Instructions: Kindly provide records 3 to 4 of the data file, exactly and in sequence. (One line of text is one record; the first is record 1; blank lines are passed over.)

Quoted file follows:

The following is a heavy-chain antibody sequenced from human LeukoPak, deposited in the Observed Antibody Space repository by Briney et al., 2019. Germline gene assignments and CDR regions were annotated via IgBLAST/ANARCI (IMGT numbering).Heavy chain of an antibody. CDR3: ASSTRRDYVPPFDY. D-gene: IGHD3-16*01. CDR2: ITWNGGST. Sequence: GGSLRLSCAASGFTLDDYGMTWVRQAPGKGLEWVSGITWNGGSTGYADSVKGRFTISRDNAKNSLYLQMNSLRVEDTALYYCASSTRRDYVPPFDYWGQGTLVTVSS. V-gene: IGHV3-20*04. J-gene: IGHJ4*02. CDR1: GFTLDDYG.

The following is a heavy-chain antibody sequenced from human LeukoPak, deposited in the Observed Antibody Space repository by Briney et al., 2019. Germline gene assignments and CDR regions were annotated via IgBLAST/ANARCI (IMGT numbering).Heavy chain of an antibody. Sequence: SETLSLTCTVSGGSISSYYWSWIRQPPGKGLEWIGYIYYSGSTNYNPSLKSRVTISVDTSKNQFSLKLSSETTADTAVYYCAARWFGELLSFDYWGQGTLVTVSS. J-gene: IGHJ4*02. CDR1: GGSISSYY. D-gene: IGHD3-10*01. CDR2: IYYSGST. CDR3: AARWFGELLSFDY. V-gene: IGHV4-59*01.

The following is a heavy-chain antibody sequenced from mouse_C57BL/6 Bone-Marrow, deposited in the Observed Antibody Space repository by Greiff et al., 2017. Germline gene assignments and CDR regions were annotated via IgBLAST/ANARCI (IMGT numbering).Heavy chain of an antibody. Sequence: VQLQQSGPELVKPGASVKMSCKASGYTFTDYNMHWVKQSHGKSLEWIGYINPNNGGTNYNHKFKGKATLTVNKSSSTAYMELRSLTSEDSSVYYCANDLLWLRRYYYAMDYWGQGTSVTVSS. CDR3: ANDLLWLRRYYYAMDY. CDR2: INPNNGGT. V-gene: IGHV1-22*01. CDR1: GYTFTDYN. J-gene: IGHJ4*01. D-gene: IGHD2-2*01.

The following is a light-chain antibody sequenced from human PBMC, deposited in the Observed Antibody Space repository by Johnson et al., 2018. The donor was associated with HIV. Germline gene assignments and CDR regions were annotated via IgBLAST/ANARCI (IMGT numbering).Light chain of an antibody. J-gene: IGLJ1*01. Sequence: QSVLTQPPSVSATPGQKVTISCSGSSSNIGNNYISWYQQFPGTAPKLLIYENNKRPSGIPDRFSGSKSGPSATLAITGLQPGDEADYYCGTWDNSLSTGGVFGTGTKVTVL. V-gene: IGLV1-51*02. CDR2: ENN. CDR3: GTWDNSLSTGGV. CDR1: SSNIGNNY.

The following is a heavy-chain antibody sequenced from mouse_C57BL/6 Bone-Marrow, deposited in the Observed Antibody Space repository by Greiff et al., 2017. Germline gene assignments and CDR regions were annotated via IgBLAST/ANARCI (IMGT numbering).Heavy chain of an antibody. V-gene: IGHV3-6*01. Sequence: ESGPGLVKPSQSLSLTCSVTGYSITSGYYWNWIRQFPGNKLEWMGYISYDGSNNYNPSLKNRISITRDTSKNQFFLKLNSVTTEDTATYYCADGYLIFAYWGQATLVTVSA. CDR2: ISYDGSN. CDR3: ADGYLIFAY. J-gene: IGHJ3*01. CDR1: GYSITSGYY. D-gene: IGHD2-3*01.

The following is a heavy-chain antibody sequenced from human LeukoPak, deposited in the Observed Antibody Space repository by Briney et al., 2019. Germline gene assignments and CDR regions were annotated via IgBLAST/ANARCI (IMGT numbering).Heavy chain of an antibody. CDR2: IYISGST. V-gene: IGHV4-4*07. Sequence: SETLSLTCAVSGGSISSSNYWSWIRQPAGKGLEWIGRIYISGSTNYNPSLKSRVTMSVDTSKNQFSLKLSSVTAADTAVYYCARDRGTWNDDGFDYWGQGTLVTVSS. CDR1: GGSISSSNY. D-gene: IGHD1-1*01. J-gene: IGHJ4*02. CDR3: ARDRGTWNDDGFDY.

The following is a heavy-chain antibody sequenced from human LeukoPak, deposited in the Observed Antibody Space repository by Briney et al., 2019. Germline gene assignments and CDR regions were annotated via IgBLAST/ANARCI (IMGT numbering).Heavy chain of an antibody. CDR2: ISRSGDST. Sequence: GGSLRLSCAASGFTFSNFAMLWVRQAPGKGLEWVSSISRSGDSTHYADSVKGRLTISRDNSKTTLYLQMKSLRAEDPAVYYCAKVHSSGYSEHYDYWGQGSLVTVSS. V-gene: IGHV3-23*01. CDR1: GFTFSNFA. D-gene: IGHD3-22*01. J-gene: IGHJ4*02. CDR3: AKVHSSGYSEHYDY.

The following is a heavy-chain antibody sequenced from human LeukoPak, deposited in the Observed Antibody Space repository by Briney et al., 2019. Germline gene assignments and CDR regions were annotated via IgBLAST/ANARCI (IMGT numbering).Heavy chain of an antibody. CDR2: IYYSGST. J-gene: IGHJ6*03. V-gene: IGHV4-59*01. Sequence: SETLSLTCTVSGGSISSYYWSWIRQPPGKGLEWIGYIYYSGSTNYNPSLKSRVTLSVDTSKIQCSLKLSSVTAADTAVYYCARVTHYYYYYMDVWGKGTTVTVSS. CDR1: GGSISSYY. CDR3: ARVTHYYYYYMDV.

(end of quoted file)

The following is a heavy-chain antibody sequenced from mouse_C57BL/6 Bone-Marrow, deposited in the Observed Antibody Space repository by Greiff et al., 2017. Germline gene assignments and CDR regions were annotated via IgBLAST/ANARCI (IMGT numbering).Heavy chain of an antibody. Sequence: VQLQQSGPELVKPGASVKMSCKASGYTFTDYNMHWVKQSHGKSLEWIGYINPNNGGTNYNHKFKGKATLTVNKSSSTAYMELRSLTSEDSSVYYCANDLLWLRRYYYAMDYWGQGTSVTVSS. CDR3: ANDLLWLRRYYYAMDY. CDR2: INPNNGGT. V-gene: IGHV1-22*01. CDR1: GYTFTDYN. J-gene: IGHJ4*01. D-gene: IGHD2-2*01.

The following is a light-chain antibody sequenced from human PBMC, deposited in the Observed Antibody Space repository by Johnson et al., 2018. The donor was associated with HIV. Germline gene assignments and CDR regions were annotated via IgBLAST/ANARCI (IMGT numbering).Light chain of an antibody. J-gene: IGLJ1*01. Sequence: QSVLTQPPSVSATPGQKVTISCSGSSSNIGNNYISWYQQFPGTAPKLLIYENNKRPSGIPDRFSGSKSGPSATLAITGLQPGDEADYYCGTWDNSLSTGGVFGTGTKVTVL. V-gene: IGLV1-51*02. CDR2: ENN. CDR3: GTWDNSLSTGGV. CDR1: SSNIGNNY.